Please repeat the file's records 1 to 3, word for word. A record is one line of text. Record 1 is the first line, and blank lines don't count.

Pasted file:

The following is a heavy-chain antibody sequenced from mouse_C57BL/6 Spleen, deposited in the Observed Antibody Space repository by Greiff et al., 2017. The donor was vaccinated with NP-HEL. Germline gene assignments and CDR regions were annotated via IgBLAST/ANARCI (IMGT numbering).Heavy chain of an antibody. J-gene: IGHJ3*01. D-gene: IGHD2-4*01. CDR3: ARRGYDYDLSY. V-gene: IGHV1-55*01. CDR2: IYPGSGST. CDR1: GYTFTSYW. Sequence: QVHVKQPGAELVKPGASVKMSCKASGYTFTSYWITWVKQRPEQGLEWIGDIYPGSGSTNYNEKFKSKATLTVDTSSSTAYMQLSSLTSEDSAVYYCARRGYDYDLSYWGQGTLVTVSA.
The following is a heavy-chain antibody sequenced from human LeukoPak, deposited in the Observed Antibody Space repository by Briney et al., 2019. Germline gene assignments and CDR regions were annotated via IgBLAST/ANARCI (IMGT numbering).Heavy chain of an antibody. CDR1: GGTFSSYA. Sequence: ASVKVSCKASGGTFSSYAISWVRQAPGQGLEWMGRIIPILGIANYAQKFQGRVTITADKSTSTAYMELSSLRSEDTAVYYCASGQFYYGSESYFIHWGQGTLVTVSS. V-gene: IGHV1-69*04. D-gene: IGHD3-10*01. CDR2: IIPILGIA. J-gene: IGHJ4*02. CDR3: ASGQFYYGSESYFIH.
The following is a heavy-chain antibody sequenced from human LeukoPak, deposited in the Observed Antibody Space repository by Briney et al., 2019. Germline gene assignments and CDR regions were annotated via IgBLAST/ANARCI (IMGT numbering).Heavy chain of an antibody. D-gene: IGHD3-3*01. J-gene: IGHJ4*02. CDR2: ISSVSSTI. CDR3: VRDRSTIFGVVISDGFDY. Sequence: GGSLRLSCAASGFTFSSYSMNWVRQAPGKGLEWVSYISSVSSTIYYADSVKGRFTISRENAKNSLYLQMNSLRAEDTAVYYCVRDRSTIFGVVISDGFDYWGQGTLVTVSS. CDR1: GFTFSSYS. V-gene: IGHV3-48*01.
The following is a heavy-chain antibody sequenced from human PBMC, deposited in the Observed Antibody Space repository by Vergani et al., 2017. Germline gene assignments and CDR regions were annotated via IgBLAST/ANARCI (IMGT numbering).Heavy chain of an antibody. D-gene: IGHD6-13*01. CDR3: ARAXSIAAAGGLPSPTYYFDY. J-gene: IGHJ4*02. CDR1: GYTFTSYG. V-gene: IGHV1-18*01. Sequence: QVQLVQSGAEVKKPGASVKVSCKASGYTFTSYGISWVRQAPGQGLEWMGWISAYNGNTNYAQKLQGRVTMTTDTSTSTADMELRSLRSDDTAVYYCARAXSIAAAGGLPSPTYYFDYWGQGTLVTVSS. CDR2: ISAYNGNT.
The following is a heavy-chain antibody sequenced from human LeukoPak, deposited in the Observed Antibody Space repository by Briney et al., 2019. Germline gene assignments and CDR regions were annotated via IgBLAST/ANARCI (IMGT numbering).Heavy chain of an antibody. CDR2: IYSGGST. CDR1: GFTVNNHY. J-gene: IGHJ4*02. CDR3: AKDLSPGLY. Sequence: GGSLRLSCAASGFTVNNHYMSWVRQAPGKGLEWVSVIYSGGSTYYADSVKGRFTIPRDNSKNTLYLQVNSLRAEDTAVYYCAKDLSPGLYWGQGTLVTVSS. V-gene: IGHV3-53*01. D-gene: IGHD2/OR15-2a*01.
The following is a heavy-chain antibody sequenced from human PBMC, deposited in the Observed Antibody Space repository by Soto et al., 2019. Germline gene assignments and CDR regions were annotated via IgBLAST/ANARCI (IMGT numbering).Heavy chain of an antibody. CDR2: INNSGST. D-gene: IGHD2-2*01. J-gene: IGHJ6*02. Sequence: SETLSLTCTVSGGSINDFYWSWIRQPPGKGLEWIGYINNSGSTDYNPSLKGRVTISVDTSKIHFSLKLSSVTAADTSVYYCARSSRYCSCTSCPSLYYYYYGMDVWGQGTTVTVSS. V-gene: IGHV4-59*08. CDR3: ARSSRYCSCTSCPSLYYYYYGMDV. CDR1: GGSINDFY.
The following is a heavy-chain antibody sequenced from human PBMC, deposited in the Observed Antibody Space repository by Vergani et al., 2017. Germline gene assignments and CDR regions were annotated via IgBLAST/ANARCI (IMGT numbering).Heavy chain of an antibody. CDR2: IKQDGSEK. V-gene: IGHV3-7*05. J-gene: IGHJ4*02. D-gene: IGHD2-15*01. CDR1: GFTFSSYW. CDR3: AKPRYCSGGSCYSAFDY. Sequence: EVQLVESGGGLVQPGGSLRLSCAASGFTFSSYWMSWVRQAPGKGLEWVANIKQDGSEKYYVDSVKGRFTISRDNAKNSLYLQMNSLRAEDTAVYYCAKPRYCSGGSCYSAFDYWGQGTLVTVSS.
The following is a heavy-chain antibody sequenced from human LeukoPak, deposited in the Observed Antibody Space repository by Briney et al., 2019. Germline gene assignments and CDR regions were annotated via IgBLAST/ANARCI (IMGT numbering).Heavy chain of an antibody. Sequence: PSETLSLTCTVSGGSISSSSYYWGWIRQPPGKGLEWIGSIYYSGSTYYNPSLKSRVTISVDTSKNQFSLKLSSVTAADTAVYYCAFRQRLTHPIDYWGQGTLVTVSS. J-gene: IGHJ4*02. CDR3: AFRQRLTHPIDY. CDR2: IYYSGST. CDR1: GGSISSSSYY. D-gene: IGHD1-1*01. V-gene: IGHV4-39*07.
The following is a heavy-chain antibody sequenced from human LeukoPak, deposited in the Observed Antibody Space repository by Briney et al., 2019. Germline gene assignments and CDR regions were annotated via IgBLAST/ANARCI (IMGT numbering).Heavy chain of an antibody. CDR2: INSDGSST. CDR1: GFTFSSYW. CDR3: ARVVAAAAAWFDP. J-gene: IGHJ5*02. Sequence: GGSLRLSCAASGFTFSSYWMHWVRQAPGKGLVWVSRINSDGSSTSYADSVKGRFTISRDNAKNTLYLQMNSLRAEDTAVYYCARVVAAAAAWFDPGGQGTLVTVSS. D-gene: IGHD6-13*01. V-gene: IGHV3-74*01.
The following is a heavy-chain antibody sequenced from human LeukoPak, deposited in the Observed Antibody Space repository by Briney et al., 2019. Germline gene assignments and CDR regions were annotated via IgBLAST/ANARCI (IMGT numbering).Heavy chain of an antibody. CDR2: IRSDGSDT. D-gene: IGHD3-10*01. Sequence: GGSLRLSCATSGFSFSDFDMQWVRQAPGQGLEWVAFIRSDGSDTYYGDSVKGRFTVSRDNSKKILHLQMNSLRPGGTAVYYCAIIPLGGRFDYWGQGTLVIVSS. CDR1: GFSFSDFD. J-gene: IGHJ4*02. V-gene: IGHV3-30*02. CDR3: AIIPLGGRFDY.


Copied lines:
The following is a heavy-chain antibody sequenced from mouse_C57BL/6 Spleen, deposited in the Observed Antibody Space repository by Greiff et al., 2017. The donor was vaccinated with NP-HEL. Germline gene assignments and CDR regions were annotated via IgBLAST/ANARCI (IMGT numbering).Heavy chain of an antibody. J-gene: IGHJ3*01. D-gene: IGHD2-4*01. CDR3: ARRGYDYDLSY. V-gene: IGHV1-55*01. CDR2: IYPGSGST. CDR1: GYTFTSYW. Sequence: QVHVKQPGAELVKPGASVKMSCKASGYTFTSYWITWVKQRPEQGLEWIGDIYPGSGSTNYNEKFKSKATLTVDTSSSTAYMQLSSLTSEDSAVYYCARRGYDYDLSYWGQGTLVTVSA.
The following is a heavy-chain antibody sequenced from human LeukoPak, deposited in the Observed Antibody Space repository by Briney et al., 2019. Germline gene assignments and CDR regions were annotated via IgBLAST/ANARCI (IMGT numbering).Heavy chain of an antibody. CDR1: GGTFSSYA. Sequence: ASVKVSCKASGGTFSSYAISWVRQAPGQGLEWMGRIIPILGIANYAQKFQGRVTITADKSTSTAYMELSSLRSEDTAVYYCASGQFYYGSESYFIHWGQGTLVTVSS. V-gene: IGHV1-69*04. D-gene: IGHD3-10*01. CDR2: IIPILGIA. J-gene: IGHJ4*02. CDR3: ASGQFYYGSESYFIH.
The following is a heavy-chain antibody sequenced from human LeukoPak, deposited in the Observed Antibody Space repository by Briney et al., 2019. Germline gene assignments and CDR regions were annotated via IgBLAST/ANARCI (IMGT numbering).Heavy chain of an antibody. D-gene: IGHD3-3*01. J-gene: IGHJ4*02. CDR2: ISSVSSTI. CDR3: VRDRSTIFGVVISDGFDY. Sequence: GGSLRLSCAASGFTFSSYSMNWVRQAPGKGLEWVSYISSVSSTIYYADSVKGRFTISRENAKNSLYLQMNSLRAEDTAVYYCVRDRSTIFGVVISDGFDYWGQGTLVTVSS. CDR1: GFTFSSYS. V-gene: IGHV3-48*01.